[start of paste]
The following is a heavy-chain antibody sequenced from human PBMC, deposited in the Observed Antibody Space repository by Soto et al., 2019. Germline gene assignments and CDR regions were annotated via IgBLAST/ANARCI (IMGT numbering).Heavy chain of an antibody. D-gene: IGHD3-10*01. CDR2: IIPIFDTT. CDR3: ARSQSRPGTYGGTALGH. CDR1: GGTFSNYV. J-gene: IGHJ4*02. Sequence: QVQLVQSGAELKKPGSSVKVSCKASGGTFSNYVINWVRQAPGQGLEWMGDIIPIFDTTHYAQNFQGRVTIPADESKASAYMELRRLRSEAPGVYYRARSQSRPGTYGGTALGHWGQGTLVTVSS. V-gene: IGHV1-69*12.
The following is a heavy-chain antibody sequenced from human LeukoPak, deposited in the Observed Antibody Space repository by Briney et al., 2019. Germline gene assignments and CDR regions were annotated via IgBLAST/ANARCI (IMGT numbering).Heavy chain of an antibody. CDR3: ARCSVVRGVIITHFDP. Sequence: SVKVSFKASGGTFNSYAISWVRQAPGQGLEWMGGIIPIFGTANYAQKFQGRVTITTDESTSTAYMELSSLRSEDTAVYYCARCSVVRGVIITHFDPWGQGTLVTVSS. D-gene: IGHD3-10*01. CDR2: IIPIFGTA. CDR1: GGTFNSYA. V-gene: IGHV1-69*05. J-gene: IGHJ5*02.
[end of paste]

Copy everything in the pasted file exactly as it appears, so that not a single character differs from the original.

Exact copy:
The following is a heavy-chain antibody sequenced from human PBMC, deposited in the Observed Antibody Space repository by Soto et al., 2019. Germline gene assignments and CDR regions were annotated via IgBLAST/ANARCI (IMGT numbering).Heavy chain of an antibody. D-gene: IGHD3-10*01. CDR2: IIPIFDTT. CDR3: ARSQSRPGTYGGTALGH. CDR1: GGTFSNYV. J-gene: IGHJ4*02. Sequence: QVQLVQSGAELKKPGSSVKVSCKASGGTFSNYVINWVRQAPGQGLEWMGDIIPIFDTTHYAQNFQGRVTIPADESKASAYMELRRLRSEAPGVYYRARSQSRPGTYGGTALGHWGQGTLVTVSS. V-gene: IGHV1-69*12.
The following is a heavy-chain antibody sequenced from human LeukoPak, deposited in the Observed Antibody Space repository by Briney et al., 2019. Germline gene assignments and CDR regions were annotated via IgBLAST/ANARCI (IMGT numbering).Heavy chain of an antibody. CDR3: ARCSVVRGVIITHFDP. Sequence: SVKVSFKASGGTFNSYAISWVRQAPGQGLEWMGGIIPIFGTANYAQKFQGRVTITTDESTSTAYMELSSLRSEDTAVYYCARCSVVRGVIITHFDPWGQGTLVTVSS. D-gene: IGHD3-10*01. CDR2: IIPIFGTA. CDR1: GGTFNSYA. V-gene: IGHV1-69*05. J-gene: IGHJ5*02.